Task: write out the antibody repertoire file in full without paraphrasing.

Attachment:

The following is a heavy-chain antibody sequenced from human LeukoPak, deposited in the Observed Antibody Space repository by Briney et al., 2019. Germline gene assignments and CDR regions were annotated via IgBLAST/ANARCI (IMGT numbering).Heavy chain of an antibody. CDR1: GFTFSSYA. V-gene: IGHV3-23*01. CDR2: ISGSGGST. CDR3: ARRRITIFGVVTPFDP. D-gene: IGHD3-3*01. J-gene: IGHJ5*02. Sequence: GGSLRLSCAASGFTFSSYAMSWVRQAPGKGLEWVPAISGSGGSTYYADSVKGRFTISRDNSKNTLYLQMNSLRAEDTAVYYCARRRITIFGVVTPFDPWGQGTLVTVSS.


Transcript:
The following is a heavy-chain antibody sequenced from human LeukoPak, deposited in the Observed Antibody Space repository by Briney et al., 2019. Germline gene assignments and CDR regions were annotated via IgBLAST/ANARCI (IMGT numbering).Heavy chain of an antibody. CDR1: GFTFSSYA. V-gene: IGHV3-23*01. CDR2: ISGSGGST. CDR3: ARRRITIFGVVTPFDP. D-gene: IGHD3-3*01. J-gene: IGHJ5*02. Sequence: GGSLRLSCAASGFTFSSYAMSWVRQAPGKGLEWVPAISGSGGSTYYADSVKGRFTISRDNSKNTLYLQMNSLRAEDTAVYYCARRRITIFGVVTPFDPWGQGTLVTVSS.